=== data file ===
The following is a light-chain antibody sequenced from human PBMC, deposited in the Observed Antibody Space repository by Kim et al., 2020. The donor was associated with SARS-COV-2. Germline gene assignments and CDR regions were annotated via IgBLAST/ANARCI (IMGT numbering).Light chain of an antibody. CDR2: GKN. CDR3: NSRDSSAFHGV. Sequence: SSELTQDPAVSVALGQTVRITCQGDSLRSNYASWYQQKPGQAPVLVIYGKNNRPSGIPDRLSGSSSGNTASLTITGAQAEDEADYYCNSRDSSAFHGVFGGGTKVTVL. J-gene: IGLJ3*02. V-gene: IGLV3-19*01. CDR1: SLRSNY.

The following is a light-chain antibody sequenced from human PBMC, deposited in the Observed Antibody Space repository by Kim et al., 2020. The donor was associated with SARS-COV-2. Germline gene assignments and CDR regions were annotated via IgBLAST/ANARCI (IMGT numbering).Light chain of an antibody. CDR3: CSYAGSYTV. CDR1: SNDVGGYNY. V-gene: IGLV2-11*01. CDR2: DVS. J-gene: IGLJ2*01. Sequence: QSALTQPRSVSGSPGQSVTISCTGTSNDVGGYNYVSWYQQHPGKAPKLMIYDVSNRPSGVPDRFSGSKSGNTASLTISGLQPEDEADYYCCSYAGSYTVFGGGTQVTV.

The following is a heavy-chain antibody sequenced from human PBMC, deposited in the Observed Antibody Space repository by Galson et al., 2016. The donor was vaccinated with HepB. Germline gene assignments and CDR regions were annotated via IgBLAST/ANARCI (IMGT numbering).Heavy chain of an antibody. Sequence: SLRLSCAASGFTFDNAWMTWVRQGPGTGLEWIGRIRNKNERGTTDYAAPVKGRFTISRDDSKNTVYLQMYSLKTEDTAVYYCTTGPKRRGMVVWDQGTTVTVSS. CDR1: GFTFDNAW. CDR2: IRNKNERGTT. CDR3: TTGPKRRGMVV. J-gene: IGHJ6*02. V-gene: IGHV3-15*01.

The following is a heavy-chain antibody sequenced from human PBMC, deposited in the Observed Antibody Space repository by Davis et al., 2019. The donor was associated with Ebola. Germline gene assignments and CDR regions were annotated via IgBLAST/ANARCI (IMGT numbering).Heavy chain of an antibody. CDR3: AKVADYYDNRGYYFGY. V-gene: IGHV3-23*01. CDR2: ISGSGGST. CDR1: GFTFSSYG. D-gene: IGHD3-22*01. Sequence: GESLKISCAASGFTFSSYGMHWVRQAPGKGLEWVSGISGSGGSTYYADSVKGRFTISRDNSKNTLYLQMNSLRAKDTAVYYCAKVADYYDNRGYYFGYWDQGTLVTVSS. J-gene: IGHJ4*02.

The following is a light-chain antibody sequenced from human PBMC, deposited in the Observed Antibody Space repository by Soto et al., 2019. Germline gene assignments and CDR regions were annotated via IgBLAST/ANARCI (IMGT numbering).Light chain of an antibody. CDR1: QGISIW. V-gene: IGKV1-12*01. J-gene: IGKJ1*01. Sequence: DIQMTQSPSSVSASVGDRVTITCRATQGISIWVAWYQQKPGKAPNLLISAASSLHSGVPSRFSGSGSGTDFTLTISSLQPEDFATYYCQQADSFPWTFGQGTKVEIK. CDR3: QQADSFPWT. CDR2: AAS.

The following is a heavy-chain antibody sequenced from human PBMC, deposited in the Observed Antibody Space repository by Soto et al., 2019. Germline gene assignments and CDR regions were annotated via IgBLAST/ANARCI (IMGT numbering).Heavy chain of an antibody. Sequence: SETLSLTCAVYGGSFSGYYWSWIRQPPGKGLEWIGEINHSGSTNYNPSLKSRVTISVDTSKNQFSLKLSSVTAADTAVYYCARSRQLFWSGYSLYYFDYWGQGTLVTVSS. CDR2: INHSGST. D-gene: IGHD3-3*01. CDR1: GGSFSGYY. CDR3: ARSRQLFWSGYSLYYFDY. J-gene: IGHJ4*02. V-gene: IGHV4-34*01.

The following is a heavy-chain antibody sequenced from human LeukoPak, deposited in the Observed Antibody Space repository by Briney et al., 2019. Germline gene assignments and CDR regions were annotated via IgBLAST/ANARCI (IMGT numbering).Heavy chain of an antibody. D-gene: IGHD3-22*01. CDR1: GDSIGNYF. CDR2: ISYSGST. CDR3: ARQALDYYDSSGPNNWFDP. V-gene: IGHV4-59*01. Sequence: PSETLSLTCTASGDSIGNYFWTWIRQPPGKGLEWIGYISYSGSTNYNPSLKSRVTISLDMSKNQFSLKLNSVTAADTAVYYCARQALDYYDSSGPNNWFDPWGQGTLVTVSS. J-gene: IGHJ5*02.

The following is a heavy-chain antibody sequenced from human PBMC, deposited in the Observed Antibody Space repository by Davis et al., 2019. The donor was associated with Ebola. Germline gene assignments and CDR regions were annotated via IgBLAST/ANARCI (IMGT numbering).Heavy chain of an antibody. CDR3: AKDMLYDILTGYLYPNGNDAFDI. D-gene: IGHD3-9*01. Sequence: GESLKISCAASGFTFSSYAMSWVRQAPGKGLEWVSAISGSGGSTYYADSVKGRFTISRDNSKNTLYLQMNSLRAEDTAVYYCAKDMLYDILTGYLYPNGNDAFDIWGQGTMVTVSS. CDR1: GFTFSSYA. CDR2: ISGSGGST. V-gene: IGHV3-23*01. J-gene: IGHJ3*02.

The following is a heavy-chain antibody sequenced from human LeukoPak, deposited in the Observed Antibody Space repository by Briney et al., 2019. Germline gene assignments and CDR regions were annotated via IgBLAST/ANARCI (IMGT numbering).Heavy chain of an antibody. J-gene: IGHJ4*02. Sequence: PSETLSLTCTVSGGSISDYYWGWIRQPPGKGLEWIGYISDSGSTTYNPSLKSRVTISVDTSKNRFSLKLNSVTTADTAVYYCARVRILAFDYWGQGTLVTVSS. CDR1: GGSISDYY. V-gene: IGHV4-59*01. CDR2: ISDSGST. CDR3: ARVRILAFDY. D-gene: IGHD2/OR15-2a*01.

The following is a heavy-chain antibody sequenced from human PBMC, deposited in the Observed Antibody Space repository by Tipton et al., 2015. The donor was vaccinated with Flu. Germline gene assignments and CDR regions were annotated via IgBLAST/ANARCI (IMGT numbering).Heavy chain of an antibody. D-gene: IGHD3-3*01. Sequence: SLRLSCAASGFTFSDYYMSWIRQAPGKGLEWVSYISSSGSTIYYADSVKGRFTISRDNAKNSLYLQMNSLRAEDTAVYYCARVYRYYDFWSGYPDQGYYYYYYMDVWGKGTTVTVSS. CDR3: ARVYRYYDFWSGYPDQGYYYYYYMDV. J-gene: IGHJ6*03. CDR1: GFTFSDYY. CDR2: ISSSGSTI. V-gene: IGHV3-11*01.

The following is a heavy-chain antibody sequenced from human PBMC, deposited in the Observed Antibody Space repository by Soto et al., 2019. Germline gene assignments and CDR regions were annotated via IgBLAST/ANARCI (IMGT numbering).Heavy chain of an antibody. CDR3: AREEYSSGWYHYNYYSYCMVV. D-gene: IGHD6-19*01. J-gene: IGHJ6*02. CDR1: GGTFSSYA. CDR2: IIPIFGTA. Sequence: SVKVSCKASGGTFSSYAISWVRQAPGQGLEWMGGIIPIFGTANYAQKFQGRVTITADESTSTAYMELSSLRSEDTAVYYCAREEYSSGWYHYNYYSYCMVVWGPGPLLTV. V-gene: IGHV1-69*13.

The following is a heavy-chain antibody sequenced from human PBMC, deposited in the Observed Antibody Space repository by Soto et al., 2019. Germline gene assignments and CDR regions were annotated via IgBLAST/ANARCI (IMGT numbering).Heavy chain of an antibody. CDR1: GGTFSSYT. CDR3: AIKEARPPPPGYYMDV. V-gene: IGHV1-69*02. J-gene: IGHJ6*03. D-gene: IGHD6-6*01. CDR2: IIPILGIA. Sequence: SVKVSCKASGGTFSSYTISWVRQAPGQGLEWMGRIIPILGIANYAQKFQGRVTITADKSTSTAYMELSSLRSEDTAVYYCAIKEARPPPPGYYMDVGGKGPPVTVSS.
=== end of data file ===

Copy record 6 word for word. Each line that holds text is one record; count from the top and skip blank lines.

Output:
The following is a heavy-chain antibody sequenced from human PBMC, deposited in the Observed Antibody Space repository by Soto et al., 2019. Germline gene assignments and CDR regions were annotated via IgBLAST/ANARCI (IMGT numbering).Heavy chain of an antibody. Sequence: SETLSLTCAVYGGSFSGYYWSWIRQPPGKGLEWIGEINHSGSTNYNPSLKSRVTISVDTSKNQFSLKLSSVTAADTAVYYCARSRQLFWSGYSLYYFDYWGQGTLVTVSS. CDR2: INHSGST. D-gene: IGHD3-3*01. CDR1: GGSFSGYY. CDR3: ARSRQLFWSGYSLYYFDY. J-gene: IGHJ4*02. V-gene: IGHV4-34*01.